Imagine a scenario where someone is stirring up hate in your community. Maybe it’s just one person, maybe it’s an organised group. Maybe you don’t have to imagine, because it’s happening in your community right now, and it’s really vile. You want to respond – you want to make things better, and stand up to hate – but you’re not sure how to get started. Who do you contact first? What will make things better, and how do you make sure you don’t make things worse?

It’s exactly for scenarios like this that the team at HOPE not hate Charitable Trust have put together a new website hub, When Hate Comes To Town(WHCTT), jam-packed with information and resources designed to be accessible and useful for anyone who wants to take a stand against organised hatred entering their community, and make a difference.

Our site includes examples of real-life scenarios where we have worked with local people to make a difference when hate has come calling. From the English Defence League planning to reignite physical confrontations between communities in Bradford in 2001 (and from where HOPE not hate now celebrates an annual festival), to the long- term change brought about by a community newsletter and positive activities on an estate where the British National Party had gained purchase in the West Midlands, through to the power of a unified response celebrating the diversity of Golders Green when threatened by a neo-Nazi rally. We have put together resources which we think will help others when hate comes to town.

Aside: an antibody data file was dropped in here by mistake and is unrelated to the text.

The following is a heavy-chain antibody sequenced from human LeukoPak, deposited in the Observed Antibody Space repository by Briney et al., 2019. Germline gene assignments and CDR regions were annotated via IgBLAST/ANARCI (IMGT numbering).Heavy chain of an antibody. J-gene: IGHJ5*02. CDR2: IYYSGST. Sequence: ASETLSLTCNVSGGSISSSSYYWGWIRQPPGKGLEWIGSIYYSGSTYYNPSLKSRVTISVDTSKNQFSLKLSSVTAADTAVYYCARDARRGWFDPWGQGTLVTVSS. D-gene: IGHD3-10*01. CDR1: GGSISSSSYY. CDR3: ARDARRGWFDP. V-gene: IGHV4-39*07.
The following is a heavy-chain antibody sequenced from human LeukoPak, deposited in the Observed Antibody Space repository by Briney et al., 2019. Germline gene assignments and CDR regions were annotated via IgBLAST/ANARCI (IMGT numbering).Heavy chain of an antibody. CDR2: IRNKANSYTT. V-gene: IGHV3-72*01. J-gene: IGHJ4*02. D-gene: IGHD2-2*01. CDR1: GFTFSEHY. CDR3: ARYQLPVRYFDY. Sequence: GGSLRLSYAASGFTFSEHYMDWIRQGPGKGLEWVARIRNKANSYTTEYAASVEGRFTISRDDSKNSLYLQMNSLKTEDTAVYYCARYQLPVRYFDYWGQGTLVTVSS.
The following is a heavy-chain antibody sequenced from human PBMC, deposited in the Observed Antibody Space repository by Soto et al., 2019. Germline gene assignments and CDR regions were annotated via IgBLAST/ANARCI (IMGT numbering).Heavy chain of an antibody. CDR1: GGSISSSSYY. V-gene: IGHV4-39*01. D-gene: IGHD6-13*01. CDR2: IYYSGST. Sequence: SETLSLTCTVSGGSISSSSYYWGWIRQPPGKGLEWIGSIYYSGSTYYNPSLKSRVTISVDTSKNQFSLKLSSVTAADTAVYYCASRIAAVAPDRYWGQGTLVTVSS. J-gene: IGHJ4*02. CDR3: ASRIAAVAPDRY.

Over the years we’ve been working in communities, we’ve always found that the vast majority of people are proud of the place they live, and just want to get on with their fellow residents. Even if residents admit they don’t necessarily have that much contact with everyone who lives or works near them, most people are happy to live side by side with others. But sometimes, something comes along to change that. A threat to the unity of a community can come in many guises, and some are easier to spot than others.

Many tensions that arise in communities are because of an outside threat but don’t underestimate the trouble that can be caused by division arising within a community too. Sometimes hate comes as a response to an event or incident which impacts on a whole community, but hate does not have to be the default response, even to terrible events such as a terrorist incident or the exposure of organised child sexual exploitation.

Whatever the cause, we believe that taking the time to think strategically about what a community is seeking to achieve by responding will affect the outcome of any response.

Every scenario is different, and what worked last time in your town might need to be altered for a new situation. Carefully thinking about objectives, strategy and tactics can make all the difference in how successful you are.

It is also vital to think about how you build support for your campaign, and how to reach different groups in your community, and adapt your messaging accordingly. The message that appeals to an active anti-racist will be very different from the one that strikes a chord with someone who has not considered getting involved in taking a stand before. We recommend working on a plan to get different groups involved and use influencers in the community. That might be someone in a formal position like an MP, or someone who does not even see themselves as an influencer, but is a popular local volunteer at a youth club or football team.